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Palin: Surrendering Internet Control 'Colossal Error'

Image: Palin: Surrendering Internet Control 'Colossal Error'

Thursday, 20 Mar 2014 07:00 AM

By Elliot Jager

The Obama administration's decision to turn over responsibility for Internet domain names to the international community was denounced by former Alaska Gov. Sarah Palin as a "colossal foreign policy error,"  Politico reported.

The U.S. has administered the database of domain names and addresses since the late 1990s through the Internet Corporation for Assigned Names and Numbers. The administration has now tasked ICANN to come up with a plan for the shift.

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In a Facebook post, Palin said the decision was likely to have "long term negative repercussions for freedom." The administration was handing "a gift to authoritarian regimes who seek to stifle the freedom the Internet gives to voices around the world fighting for basic human rights."

Palin concluded her post: "No amount of Obama/liberal media spin can justify this."

Business Insider reported that China and Russia have been pushing for a more decentralized system for domain names and, possibly, for the U.N. to play a greater role.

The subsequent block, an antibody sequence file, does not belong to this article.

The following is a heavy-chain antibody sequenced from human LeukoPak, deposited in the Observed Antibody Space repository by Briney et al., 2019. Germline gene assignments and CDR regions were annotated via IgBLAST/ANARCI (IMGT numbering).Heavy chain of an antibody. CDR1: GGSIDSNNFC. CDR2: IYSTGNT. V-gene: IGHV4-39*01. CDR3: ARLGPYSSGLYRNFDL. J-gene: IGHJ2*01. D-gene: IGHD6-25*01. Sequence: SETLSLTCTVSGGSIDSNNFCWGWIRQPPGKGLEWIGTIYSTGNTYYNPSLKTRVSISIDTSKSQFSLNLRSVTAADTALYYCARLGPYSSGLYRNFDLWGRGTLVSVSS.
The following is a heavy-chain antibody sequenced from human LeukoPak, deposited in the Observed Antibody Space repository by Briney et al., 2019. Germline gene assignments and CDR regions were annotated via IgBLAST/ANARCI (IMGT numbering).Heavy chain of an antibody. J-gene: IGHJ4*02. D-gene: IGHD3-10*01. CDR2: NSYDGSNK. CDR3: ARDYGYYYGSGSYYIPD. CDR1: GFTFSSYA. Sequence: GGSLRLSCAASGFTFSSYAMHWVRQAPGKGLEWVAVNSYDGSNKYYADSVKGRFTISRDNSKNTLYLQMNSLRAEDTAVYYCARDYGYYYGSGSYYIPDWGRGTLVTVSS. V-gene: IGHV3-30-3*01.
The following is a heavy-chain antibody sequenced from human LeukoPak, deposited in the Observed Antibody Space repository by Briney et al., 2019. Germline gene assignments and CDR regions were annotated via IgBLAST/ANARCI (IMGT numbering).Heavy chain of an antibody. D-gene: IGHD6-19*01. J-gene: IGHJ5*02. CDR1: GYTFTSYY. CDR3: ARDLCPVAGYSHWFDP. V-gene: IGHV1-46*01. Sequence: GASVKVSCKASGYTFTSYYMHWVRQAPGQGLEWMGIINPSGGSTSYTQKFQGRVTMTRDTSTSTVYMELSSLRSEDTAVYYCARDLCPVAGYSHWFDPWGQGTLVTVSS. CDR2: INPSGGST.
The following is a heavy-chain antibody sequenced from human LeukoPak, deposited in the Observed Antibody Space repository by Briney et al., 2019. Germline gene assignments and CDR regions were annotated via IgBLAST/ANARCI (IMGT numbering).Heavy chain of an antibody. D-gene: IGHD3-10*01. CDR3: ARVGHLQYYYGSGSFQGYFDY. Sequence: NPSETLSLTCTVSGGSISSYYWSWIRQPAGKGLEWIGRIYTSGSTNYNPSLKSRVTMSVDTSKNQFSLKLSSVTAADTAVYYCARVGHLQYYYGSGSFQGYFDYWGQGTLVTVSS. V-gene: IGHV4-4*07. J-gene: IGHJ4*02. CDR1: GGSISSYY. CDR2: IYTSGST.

The Commerce Department said it does not want the U.N. to take over and implied that the U.S. would not abdicate responsibility until a satisfactory system was in place, The Wall Street Journal reported.

The move is meant to restore confidence in U.S. firms providing cloud and other Internet services in the wake of the Edward Snowden affair, and reassure other countries that Washington is not out to dominate the Internet, the Journal reported.

Proponents say countries can block their citizens from easily accessing certain domain names, and that the private sector will have a positive influence on whatever new domain regime comes into play. Skeptics argue decentralization could lead to copyright infringements with sovereign countries using identical domain names, according to Business Insider.

"Make no mistake, this is a concession by the U.S.," wrote Gautham Nagesh of The Wall Street Journal. "While the Commerce Department rarely intervened publicly in ICANN's affairs, the implicit threat of its ability to do so will be gone. That could have an unforeseen impact in the future, particularly if cyber-weapons continue to play a larger role in military and counter-intelligence activities."

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